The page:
New Journal Article: A different kind of practice?

A different kind of practice? Meanings attached by practitioners to the idea of ‘adult protection’



Summary: This article began with an observation made during re-analysis of the dataset from a study of Scottish adult support and protection practice. Namely, different practitioners could mean different things when they said they had been doing ‘adult protection’ work. For this article, therefore, practitioners’ conceptualisations of adult protection work were hypothesised inductively from the dataset, and refined into categories through a process of constant comparison, open and axial coding. The dataset comprised material from case files and practitioner interviews relating to 23 ‘adults at risk’.

Findings: When practitioners said they had been doing ‘adult protection’ work, they could mean that: (a) they perceived themselves to have been responding to abuse, harm or high risk; and/or (b) they were adopting a certain formal, even coercive tone of work; and/or (c) they had formally flagged the work as adult protection, including through the use of procedures. Practitioners drew on and combined these meanings in different ways. They also varied in the extent to which they saw adult protection as a distinctive type of practice and/or as different from what had gone before.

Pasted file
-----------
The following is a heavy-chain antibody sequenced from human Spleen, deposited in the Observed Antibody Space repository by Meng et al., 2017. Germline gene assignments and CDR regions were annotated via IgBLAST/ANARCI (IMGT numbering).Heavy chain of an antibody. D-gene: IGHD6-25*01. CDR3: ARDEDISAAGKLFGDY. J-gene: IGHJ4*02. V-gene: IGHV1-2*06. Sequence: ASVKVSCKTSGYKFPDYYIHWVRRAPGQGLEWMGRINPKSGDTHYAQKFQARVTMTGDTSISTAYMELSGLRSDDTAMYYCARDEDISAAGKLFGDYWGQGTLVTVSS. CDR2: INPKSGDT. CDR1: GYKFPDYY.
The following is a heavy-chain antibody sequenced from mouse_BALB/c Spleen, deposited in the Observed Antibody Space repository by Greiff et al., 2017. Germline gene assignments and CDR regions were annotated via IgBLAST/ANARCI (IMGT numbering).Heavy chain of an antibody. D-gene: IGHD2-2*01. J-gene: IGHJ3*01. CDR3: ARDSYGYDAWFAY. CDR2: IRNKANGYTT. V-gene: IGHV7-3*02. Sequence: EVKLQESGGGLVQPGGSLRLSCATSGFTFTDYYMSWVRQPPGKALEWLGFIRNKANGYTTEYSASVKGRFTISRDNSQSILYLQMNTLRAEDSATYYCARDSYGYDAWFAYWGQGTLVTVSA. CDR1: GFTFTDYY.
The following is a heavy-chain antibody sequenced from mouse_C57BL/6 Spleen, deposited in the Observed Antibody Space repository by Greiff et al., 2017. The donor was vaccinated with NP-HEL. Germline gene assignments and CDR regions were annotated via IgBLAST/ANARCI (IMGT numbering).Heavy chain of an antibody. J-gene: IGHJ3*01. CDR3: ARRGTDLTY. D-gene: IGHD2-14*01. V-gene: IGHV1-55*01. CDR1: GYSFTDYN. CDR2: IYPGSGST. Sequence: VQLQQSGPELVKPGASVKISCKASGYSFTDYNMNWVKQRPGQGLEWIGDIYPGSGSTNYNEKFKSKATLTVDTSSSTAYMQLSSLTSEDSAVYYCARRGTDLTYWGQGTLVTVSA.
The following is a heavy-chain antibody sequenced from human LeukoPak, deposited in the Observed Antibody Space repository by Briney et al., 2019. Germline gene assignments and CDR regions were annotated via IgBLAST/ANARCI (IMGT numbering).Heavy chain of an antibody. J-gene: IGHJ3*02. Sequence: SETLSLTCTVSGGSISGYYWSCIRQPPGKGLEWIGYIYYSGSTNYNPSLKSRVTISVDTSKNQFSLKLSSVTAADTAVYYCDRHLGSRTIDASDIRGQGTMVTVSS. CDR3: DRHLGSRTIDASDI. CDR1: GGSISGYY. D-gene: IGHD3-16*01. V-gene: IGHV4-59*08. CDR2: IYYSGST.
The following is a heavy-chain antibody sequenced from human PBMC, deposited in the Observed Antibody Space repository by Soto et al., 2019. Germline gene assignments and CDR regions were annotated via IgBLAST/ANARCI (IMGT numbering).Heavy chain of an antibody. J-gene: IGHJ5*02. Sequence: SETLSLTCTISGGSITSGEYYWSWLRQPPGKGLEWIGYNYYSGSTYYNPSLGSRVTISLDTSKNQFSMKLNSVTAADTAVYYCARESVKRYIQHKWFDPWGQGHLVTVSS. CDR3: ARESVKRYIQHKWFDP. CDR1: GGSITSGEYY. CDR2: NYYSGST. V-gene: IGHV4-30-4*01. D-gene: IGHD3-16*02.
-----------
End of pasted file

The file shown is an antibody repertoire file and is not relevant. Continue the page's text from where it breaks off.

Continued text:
Applications: Support and protection work involves nuanced judgements about the nature and intentions of policy, about how these relate to particular situations and about how best to translate them into practice. Time and support is required for this complex work. Further research is needed to deepen understandings of the practice context, particularly with respect to risk. Policy-makers should engage with such research as they continue to develop adult protection/safeguarding policies.

Sherwood-Johnson, F. (in press) A different kind of practice? Meanings attached by practitioners to the idea of ‘adult protection’ Journal of Social Work, available at:


Fiona Sherwood-Johnson,